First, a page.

AddExec in compiled code with an argument

Hi again, I’m trying to implement an AddExec in a class, which will create a TCanvas and do things when the mouse does things. I would additionally like the function which is added via AddExec to take an argument. Is that possible?

Here’s a MWE of my first attempt, which failed. The argument is an integer “num” or “my_num”. I hope it’s clear that I really don’t understand what AddExec is doing under the hood – I think there’s no way my simple int my_num = 2 declaration could’ve worked, and yet I try.



g++ -I. -fPIC -Wall -O3 -g -std=c++11 -m64 -I/usr/local/Cellar/root/6.12.04/include/root -o script.x -L/usr/local/Cellar/root/6.12.04/lib/root -lGui -lCore -lImt -lRIO -lNet -lHist -lGraf -lGraf3d -lGpad -lTree -lTreePlayer -lRint -lPostscript -lMatrix -lPhysics -lMathCore -lThread -lMultiProc -lpthread -lm -ldl script.C


I get:

root [0]   gInterpreter->Declare("#include \"MyClass.hh\"");
root [1]   auto obj = new MyClass();
root [2]   obj->Run();
root [3] input_line_45:2:2: error: cannot initialize an array element of type 'void *' with an rvalue of type
      'void (*)(int)'

Hi @couet. Yes, this crashes. I was hoping you (or someone) would have a suggestion on how to make this concept work.

  gPad->AddExec("MouseEvent", Form("MyClass::MouseEvent(%d)",my_num));

Hi @couet. I’m using an integer here as an example – the thing which I actually want to pass is not an integer. It’s a std::vector, or maybe a std::map. So a string representation is not helpful.

Sorry for the confusion.

The 2nd parameter of AddExec is a command in a form of a character string … it is not C++ code.

Okay. So it is not feasible to pass an argument to a function via AddExec.

Do you know if it’s possible to declare a global variable my_num somewhere, which the function MouseEvent will then be aware of? Or does this conflict with MouseEvent needing to be static?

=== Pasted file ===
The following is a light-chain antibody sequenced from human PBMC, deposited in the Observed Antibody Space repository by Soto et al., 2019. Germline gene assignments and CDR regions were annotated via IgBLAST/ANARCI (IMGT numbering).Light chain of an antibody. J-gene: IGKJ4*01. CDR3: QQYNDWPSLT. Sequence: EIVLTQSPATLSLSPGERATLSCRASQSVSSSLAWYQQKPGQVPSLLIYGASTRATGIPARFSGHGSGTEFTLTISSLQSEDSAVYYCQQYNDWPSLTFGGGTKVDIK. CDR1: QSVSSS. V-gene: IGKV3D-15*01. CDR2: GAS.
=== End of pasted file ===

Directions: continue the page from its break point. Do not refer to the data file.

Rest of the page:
No, but I tried …

It seems the following works:

#ifndef MyClass_HH
#define MyClass_HH

#include <TROOT.h>
#include <TCanvas.h>

using namespace std;

int my_num ;

class MyClass {

  void Run();
  static void MouseEvent();

  TCanvas* m_canv;


inline MyClass::MyClass() {
  m_canv = 0;

inline MyClass::~MyClass() {}

inline void MyClass::MouseEvent() {
  cout << "MouseEvent " << my_num << endl;

void MyClass::Run() {

  m_canv = new TCanvas("m_canv", "m_canv", 1600, 800);

  my_num = 2;
  gPad->AddExec("MouseEvent", "MyClass::MouseEvent()");



If you have a stable address (i.e. static object), you can use:

gPad->AddExec("MouseEvent", Form("MyClass::MouseEvent(%p)",&my_num));

but then again if you have a static object, you can also use Olivier’s example.

Ooh, good suggestion. This works well. I can:

  1. declare a pointer elsewhere, e.g. vector<int>* my_num = new vector<int>()

  2. access the object in MyClass::Run, e.g. my_num->push_back(3)

  3. pass the pointer as you say, gPad->AddExec("MouseEvent", Form("MyClass::MouseEvent(%p)", my_num))

  4. Cast back into a pointer in MouseEvent, auto theptr = (vector<int>*)(num)

In summary:

I don’t know if this would be considered a bastardization of pointers, but it works well for this case. Thanks!

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